The concept of “YEAR-END” or “tax planning” is significant whether you work as an income tax attorney, a high-net-worth client adviser, or any other type of individual who will be filing a business owner’s tax returns in the United States.
Depending on what the President decides to do, U.S. business owners can anticipate their corporation taxes in 2019 to range from 10 to 24 percent of their profits. Particularly the corporate community is very active in structuring and arranging their taxes for this year to lower their liabilities, which is advantageous for the American economy. The same holds true for individual tax returns filed in the United States, however, fewer Americans plan their returns because they can do so for nothing with the aid of tax return preparers.
You have a good business idea, your team is dedicated to the launch, and you need to prepare for tax season.
While there are numerous resources available to assist you in understanding the complexities of your company’s tax requirements at the federal, state, and local levels, you may not have the budget for a tax professional. This means that a quick Google search will reveal how to calculate basic tax rates.
The business side of tax preparation, however, is more nuanced and complex than even the most tech-savvy business owner can handle. Preparing tax returns or an accounting schedule daily is not the best use of a business owner’s time, let alone mental energy.
How do you start?
When tax planning is necessary, this is a point that is frequently asked. And tax planning is crucial for businesses because it guarantees that they adhere to the tax legislation and pay no more in taxes than is permitted by law.
Businesses choose to deal with this issue on their own rather than relying on accountants or other advisors for assistance with planning. In essence, any such planning will result in a reduction in the amount of taxes owed. The decision is about maximizing the tax benefits available to the business, which may result in a lower tax bill as a result of the planning.
Start by building a personal budget
Looking at your finances and considering your expenses is one of the simplest ways to start your tax planning process. The first step is to create a personal spending chart. We recommend that you divide your expenses into three categories: expenses that are constant regardless of your situation, such as rent, insurance, and utilities; and expenses that vary with your income, such as groceries and other purchases.
Make a net worth calculation. Add up everything you own — from your stuff to your car and your home. This includes your bank balances, any money you’ve saved, any gift cards you have, money owed for anything you need or want, and any money you owe. That’s probably not much, because most people only have checking accounts, not savings accounts.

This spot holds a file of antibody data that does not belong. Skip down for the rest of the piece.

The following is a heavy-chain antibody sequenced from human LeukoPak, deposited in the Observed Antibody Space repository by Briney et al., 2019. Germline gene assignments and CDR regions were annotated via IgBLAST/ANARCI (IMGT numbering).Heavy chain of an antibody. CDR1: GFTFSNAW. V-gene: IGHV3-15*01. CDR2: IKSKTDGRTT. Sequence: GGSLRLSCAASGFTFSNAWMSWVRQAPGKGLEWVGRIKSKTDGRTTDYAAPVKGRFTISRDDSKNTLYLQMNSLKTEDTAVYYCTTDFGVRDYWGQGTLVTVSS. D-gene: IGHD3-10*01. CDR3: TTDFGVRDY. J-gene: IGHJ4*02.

Collect Tax Information on Everyone
It’s a good idea to inform your board of your need and the steps you’ll be taking to determine who needs to be paid at the next board meeting. Ascertain that you have adequate data for each of your major players. If it isn’t there already, get it – and plan to present it in the future.
Understand How Business Income Is Taxed
Because the United States has a federal government, all taxes are decided at the federal level. Furthermore, individual states have the option of assessing and taxing their income tax, including taxes added to the cost of doing business. State and local taxes, also known as the “mill rate” of a municipality, add 5%, while the federal rate is 16%. The total of these is 20%, which is why state and local taxes are included in the total of your taxes.
Preparing Your Financial Statements
The timeframe for filing business tax returns is determined by the size of the company.
Small businesses with annual sales of less than $10 million must file a tax return by the 15th of August if their income is $2.2 million or less, or the 15th of February if it is more. Businesses with taxable years beginning after March 2007 can file their returns electronically. Small businesses that earn more than $10 million in a year must file a late return by the 15th of the following month.
However, if you can demonstrate that you were unable to file electronically due to IT issues, the IRS will automatically grant you a 70-day extension. You should fax proof to the IRS or obtain an email receipt from the IT supplier as proof.
For the majority of people, the due date is the same.
All SMEs should review their year-to-date tax preparation in the run-up to the new year. New tax laws must be followed as well as brand-new options for saving.
It’s crucial to know what you can deduct from your business income tax and to choose the accounting and tax strategy that will benefit your company the best in order to maximize your tax benefits.
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